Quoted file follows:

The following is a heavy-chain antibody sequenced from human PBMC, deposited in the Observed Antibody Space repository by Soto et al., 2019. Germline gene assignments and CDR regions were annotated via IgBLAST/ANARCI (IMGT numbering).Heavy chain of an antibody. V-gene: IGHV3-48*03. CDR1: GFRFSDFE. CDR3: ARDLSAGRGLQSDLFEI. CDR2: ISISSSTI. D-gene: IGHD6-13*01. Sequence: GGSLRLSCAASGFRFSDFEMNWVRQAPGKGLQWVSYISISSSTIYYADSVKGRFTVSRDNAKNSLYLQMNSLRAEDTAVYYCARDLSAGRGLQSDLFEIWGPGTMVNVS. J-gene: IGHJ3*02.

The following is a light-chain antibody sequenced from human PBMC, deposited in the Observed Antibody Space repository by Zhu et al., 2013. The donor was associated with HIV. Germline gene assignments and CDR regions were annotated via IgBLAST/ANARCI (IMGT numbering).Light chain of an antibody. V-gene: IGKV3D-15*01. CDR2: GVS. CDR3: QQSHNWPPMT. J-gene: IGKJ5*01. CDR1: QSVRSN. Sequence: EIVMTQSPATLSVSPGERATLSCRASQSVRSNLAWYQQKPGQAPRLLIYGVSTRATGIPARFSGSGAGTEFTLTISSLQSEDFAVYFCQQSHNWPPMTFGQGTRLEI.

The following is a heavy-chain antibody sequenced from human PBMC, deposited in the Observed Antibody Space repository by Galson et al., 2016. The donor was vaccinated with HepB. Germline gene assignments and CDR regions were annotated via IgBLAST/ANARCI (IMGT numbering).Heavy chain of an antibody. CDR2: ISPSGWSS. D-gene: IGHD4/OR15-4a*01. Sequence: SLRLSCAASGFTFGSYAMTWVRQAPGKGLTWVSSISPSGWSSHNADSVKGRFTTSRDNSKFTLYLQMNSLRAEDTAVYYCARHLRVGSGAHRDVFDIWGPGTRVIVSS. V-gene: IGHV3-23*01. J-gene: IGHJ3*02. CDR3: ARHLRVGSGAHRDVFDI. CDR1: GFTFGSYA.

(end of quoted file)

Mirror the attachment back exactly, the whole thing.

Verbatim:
The following is a heavy-chain antibody sequenced from human PBMC, deposited in the Observed Antibody Space repository by Soto et al., 2019. Germline gene assignments and CDR regions were annotated via IgBLAST/ANARCI (IMGT numbering).Heavy chain of an antibody. V-gene: IGHV3-48*03. CDR1: GFRFSDFE. CDR3: ARDLSAGRGLQSDLFEI. CDR2: ISISSSTI. D-gene: IGHD6-13*01. Sequence: GGSLRLSCAASGFRFSDFEMNWVRQAPGKGLQWVSYISISSSTIYYADSVKGRFTVSRDNAKNSLYLQMNSLRAEDTAVYYCARDLSAGRGLQSDLFEIWGPGTMVNVS. J-gene: IGHJ3*02.

The following is a light-chain antibody sequenced from human PBMC, deposited in the Observed Antibody Space repository by Zhu et al., 2013. The donor was associated with HIV. Germline gene assignments and CDR regions were annotated via IgBLAST/ANARCI (IMGT numbering).Light chain of an antibody. V-gene: IGKV3D-15*01. CDR2: GVS. CDR3: QQSHNWPPMT. J-gene: IGKJ5*01. CDR1: QSVRSN. Sequence: EIVMTQSPATLSVSPGERATLSCRASQSVRSNLAWYQQKPGQAPRLLIYGVSTRATGIPARFSGSGAGTEFTLTISSLQSEDFAVYFCQQSHNWPPMTFGQGTRLEI.

The following is a heavy-chain antibody sequenced from human PBMC, deposited in the Observed Antibody Space repository by Galson et al., 2016. The donor was vaccinated with HepB. Germline gene assignments and CDR regions were annotated via IgBLAST/ANARCI (IMGT numbering).Heavy chain of an antibody. CDR2: ISPSGWSS. D-gene: IGHD4/OR15-4a*01. Sequence: SLRLSCAASGFTFGSYAMTWVRQAPGKGLTWVSSISPSGWSSHNADSVKGRFTTSRDNSKFTLYLQMNSLRAEDTAVYYCARHLRVGSGAHRDVFDIWGPGTRVIVSS. V-gene: IGHV3-23*01. J-gene: IGHJ3*02. CDR3: ARHLRVGSGAHRDVFDI. CDR1: GFTFGSYA.